Changes to Champions League may end European domestic leagues as we know them

Ever since the Premier League was created as an entirely separate financial entity from the English football pyramid in the late 80’s, and especially once it started play in the 1992/93 season, there have been whispers around Europe about creating a European “super league”. This theoretical league (at one point in the late 90’s, it was going to be called the Europa League, until UEFA rebranded the Cup Winners’ Cup) would do for the European bigshots across the continent what the Premier League did for the English bigshots.

A super league would effectively wall off the garden full of money and keep it flowing exclusively to the big clubs, leaving the smaller clubs to more or less fend for themselves. Over the years, the idea of a super league has come and gone, and every time it’s come up, it has, for one reason or another, been discarded, and domestic leagues have carried on more or less as they always have.

Guess what? The concept of a super league is back. And this time, it’s back in a form that a lot of people might be interested in. UEFA and the European Club Association, the body representing the interests of European club teams, have apparently been talking about a major revamp of the Champions League that would, at first reading, more or less destroy domestic leagues as we know them today.

Hyperbole? Not really. By “destroy”, I don’t mean “cease to exist”. There would always be a domestic league, but check out the proposed changes to the Champions League, and tell me how a domestic league would look if this came into being (emphasis mine):

  • A promotion and relegation system that would replace the current qualifying structure ensuring a more closed structure where the biggest and richest clubs are always involved
  • Only four of 32 teams relegated out of the competition ever year
  • Matches being moved from midweek to the weekend
  • More matches for all teams (previously, a minimum of 14 were proposed)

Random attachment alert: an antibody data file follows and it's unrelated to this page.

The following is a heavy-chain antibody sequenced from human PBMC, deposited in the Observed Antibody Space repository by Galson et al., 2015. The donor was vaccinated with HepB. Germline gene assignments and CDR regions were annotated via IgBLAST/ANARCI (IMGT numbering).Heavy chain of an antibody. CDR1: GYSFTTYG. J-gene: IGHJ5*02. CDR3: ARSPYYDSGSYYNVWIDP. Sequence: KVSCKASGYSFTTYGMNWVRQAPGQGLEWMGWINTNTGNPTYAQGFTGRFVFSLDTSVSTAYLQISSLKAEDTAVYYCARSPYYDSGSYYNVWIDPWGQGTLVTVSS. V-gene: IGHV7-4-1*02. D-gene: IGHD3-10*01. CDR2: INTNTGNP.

I admit I come at this from a position of bias – I am probably the last person on earth who likes domestic leagues more than cup competitions. So I’m kind of opposed to this from the jump, just on general principle. But even a more objective observer than I can see, if these changes are enacted, that domestic leagues would really be a shell of their former selves after this.

Using England as an example, if you cleave off the Big Six, you’re left with, just to oversimplify, the 14 current PL teams and, to continue to oversimplify, let’s call it the top six Championship teams. The Premier League would still have promotion and relegation, so there’d always be a decent mix of good Premier League teams and bad ones, good Championship teams coming up and super-bad PL teams going down. On the surface, everything would be the same, at least mechanically.

With a larger, weekend Champions League, though, there are three immediate problems I can see:

  1. If Bayern Munich is playing Manchester United in Europe on Saturday morning, are significant numbers of people outside Leicester or West Brom going to watch Leicester v. West Brom in England, which is also airing on Saturday morning? That’s just one example picked at random, but it points to a bigger issue. If an expanded Champions League exists, guess what doesn’t? Billion-pound Premier League TV deals, that’s what. All the money currently flowing to the Premier League for TV rights will all of a sudden start flowing to the Champions League, leaving the Premier League to fight among the Bleacher Report Lives and FloSports-es of the world, which…ugh.
  2. Say you’re a fan of Everton. Everton, in a Big Six-less Premier League, is all of a sudden a big ol’ fish in a much smaller pond. So then let’s say Everton, in the first season of expanded Champions League football, wins the new, weaker Premier League at a stroll, by like 15 points, and….gets promoted to the expanded Champions League, never to be seen again. Then, the next season, another team steps into that void, runs the table, and gets swept up into the CL, ad infinitum. Yes, there would probably be a cap on the number of teams from any one country in the new CL, and this probably wouldn’t happen in every single PL season, but any time a club gets big, they would jump to the CL at the earliest opportunity.
  3. The Premier League – along with all the other European domestic leagues – will no longer be a destination for elite players. All the money, all the TV exposure, and all the endorsement potential will be in the Champions League, just as it is in the Premier League today. The PL will still attract players, sure, but the players it attracts will be younger, less skilled, and sold to one of the Champions League teams at the earliest opportunity because that’s how Premier League clubs will have to fund themselves if this comes to pass.

For all this, I am not anti-change. I am not anti-modernity. I am, however, very sad that if these changes come into existence, the game that I know and love will change irrevocably, and I’m not at all convinced that said changes will be for the better as far as the game goes. Domestic leagues are a ton of fun, and are the backbone of the game in Europe; moving that backbone to an effectively closed Champions Super League won’t be the end of the world, but it will, at least for me, markedly decrease interest in that world.

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